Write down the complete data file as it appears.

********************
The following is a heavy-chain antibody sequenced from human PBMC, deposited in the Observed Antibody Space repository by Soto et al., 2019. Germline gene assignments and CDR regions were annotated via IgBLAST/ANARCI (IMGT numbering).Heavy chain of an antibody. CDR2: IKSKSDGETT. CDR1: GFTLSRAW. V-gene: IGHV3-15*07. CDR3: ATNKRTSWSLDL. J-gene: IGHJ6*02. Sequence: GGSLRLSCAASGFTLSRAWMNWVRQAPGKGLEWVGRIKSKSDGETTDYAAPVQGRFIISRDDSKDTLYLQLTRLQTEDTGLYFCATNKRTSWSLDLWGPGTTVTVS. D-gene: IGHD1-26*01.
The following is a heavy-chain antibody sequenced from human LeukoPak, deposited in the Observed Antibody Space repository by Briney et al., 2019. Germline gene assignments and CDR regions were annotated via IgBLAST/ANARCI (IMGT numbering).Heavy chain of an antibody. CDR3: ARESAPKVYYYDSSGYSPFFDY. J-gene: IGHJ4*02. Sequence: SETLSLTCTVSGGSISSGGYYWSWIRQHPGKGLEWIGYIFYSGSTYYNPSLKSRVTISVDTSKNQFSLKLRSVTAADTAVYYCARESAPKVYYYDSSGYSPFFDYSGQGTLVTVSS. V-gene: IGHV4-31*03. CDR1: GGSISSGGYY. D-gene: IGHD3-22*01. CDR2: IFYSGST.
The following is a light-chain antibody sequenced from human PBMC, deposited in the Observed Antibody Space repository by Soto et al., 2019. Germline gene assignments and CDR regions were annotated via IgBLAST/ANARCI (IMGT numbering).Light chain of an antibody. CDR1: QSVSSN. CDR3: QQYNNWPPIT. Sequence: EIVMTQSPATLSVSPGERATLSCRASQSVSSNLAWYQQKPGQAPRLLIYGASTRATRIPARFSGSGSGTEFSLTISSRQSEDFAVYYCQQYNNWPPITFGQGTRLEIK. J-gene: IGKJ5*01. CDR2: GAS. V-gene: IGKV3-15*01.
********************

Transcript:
The following is a heavy-chain antibody sequenced from human PBMC, deposited in the Observed Antibody Space repository by Soto et al., 2019. Germline gene assignments and CDR regions were annotated via IgBLAST/ANARCI (IMGT numbering).Heavy chain of an antibody. CDR2: IKSKSDGETT. CDR1: GFTLSRAW. V-gene: IGHV3-15*07. CDR3: ATNKRTSWSLDL. J-gene: IGHJ6*02. Sequence: GGSLRLSCAASGFTLSRAWMNWVRQAPGKGLEWVGRIKSKSDGETTDYAAPVQGRFIISRDDSKDTLYLQLTRLQTEDTGLYFCATNKRTSWSLDLWGPGTTVTVS. D-gene: IGHD1-26*01.
The following is a heavy-chain antibody sequenced from human LeukoPak, deposited in the Observed Antibody Space repository by Briney et al., 2019. Germline gene assignments and CDR regions were annotated via IgBLAST/ANARCI (IMGT numbering).Heavy chain of an antibody. CDR3: ARESAPKVYYYDSSGYSPFFDY. J-gene: IGHJ4*02. Sequence: SETLSLTCTVSGGSISSGGYYWSWIRQHPGKGLEWIGYIFYSGSTYYNPSLKSRVTISVDTSKNQFSLKLRSVTAADTAVYYCARESAPKVYYYDSSGYSPFFDYSGQGTLVTVSS. V-gene: IGHV4-31*03. CDR1: GGSISSGGYY. D-gene: IGHD3-22*01. CDR2: IFYSGST.
The following is a light-chain antibody sequenced from human PBMC, deposited in the Observed Antibody Space repository by Soto et al., 2019. Germline gene assignments and CDR regions were annotated via IgBLAST/ANARCI (IMGT numbering).Light chain of an antibody. CDR1: QSVSSN. CDR3: QQYNNWPPIT. Sequence: EIVMTQSPATLSVSPGERATLSCRASQSVSSNLAWYQQKPGQAPRLLIYGASTRATRIPARFSGSGSGTEFSLTISSRQSEDFAVYYCQQYNNWPPITFGQGTRLEIK. J-gene: IGKJ5*01. CDR2: GAS. V-gene: IGKV3-15*01.